BRUSSELS (AP) — The EU’s executive is proposing a 750 billion-euro ($825 billion) recovery fund to help the bloc’s economy through the painful recession triggered by the coronavirus pandemic, commissioner Paolo Gentiloni said Wednesday.
Gentiloni, who is in charge of economic affairs at the commission, wrote in a tweet that the move is “a European turning point to face an unprecedented crisis.”
However, the 27-nation EU remains deeply divided over what conditions should be attached to the funds, and Wednesday’s proposal from the EU’s executive arm is likely to set off weeks of wrangling. Details of the proposal are due to be unveiled later Wednesday.
The move comes with the world’s biggest trading bloc set to enter its deepest-ever recession as the impact from the coronavirus ravages economies. Virtually every country has broken the EU’s deficit limit as they’ve spent to keep health care systems, businesses and jobs alive.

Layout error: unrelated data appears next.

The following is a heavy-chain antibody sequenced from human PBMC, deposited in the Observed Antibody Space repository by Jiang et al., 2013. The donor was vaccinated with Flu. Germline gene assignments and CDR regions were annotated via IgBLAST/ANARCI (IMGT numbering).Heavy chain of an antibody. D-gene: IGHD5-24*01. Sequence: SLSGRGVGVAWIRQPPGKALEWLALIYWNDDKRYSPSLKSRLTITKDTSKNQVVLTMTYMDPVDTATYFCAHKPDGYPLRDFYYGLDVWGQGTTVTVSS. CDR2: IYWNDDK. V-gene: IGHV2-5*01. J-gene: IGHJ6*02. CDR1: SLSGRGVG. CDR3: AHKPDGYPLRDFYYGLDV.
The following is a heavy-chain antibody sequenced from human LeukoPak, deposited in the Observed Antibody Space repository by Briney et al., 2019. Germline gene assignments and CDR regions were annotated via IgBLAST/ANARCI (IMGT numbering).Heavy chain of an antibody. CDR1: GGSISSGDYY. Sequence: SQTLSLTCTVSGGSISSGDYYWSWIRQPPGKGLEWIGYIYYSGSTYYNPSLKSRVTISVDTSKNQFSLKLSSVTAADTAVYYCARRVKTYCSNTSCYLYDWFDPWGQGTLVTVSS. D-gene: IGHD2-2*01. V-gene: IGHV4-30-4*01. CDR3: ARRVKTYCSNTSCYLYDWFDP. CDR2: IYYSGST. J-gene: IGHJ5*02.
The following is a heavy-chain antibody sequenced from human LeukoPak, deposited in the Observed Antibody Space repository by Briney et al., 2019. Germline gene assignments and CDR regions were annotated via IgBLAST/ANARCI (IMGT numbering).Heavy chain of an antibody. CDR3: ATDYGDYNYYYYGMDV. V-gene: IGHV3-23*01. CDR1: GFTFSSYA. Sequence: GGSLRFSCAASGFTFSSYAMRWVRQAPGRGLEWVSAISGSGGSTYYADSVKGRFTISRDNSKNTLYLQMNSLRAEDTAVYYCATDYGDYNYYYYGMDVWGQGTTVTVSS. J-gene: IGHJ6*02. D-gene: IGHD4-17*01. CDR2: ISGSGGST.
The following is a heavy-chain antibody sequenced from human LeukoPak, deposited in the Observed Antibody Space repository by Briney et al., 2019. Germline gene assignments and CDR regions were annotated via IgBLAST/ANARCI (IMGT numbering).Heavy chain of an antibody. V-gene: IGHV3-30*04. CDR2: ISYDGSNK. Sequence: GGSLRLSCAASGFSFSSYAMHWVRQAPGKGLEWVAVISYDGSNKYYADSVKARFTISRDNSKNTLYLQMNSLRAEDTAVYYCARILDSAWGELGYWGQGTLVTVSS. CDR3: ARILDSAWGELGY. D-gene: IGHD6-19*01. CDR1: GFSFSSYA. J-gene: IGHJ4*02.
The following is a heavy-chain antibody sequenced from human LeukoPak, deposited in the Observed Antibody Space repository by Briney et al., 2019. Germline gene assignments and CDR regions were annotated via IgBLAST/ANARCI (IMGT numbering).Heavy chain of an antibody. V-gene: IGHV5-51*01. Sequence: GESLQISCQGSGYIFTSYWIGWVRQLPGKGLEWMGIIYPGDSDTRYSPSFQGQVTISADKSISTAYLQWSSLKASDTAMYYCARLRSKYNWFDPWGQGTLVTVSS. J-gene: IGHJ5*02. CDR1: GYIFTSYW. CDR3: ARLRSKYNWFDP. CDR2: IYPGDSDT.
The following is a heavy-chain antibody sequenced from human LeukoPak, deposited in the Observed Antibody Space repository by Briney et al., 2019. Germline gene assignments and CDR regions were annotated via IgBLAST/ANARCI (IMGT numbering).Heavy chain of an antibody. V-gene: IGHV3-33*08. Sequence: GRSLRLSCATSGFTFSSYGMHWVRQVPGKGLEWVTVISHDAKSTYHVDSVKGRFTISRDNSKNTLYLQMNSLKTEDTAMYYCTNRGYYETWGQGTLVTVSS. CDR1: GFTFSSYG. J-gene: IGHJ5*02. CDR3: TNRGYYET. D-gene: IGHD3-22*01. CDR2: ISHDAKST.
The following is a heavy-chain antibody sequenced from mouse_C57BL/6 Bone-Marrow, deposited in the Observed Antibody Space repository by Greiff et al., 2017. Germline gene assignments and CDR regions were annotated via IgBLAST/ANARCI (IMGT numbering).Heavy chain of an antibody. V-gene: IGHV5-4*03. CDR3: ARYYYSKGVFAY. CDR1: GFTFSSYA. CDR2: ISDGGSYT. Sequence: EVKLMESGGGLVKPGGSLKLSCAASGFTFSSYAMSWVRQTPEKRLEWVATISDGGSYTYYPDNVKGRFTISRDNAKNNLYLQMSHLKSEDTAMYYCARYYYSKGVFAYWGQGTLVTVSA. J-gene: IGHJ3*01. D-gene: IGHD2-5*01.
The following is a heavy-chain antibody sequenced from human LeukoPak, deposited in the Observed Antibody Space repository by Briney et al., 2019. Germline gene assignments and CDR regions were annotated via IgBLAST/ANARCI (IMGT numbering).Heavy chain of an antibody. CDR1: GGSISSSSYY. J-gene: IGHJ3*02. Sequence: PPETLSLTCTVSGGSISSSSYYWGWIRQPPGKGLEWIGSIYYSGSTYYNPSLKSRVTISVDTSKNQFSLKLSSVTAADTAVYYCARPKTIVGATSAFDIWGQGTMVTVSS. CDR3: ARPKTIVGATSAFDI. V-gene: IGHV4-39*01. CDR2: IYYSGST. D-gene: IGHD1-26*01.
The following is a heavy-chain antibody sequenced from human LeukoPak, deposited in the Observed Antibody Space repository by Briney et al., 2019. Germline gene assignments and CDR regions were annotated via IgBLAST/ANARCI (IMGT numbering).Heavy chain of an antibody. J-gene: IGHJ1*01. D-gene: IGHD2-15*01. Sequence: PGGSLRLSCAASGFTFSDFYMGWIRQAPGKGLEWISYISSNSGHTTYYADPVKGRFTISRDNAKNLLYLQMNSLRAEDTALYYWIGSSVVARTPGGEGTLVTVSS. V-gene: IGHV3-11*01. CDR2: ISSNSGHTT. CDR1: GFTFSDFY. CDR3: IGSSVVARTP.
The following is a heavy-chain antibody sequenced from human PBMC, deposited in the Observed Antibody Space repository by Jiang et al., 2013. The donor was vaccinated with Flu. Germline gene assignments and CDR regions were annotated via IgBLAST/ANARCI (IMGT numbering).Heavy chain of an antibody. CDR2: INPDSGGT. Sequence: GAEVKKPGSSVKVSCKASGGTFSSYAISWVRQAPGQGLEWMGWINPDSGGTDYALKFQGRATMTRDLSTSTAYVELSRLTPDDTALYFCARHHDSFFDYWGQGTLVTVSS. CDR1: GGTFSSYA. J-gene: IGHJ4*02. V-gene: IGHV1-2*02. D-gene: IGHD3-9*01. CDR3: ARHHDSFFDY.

Earlier this month, the leaders of Germany and France — historically, the two main drivers of EU integration — agreed on a one-time 500 billion-euro ($543 billion) fund, a proposal that would add further cash to an arsenal of financial measures the bloc is deploying to cope with the economic fallout.
That plan would involve the EU borrowing money in financial markets to help sectors and countries that are particularly affected by the pandemic. The European Commission’s blueprint is likely to resemble the Franco-German plan in many ways while attaching the fund to the EU’s next long-term budget.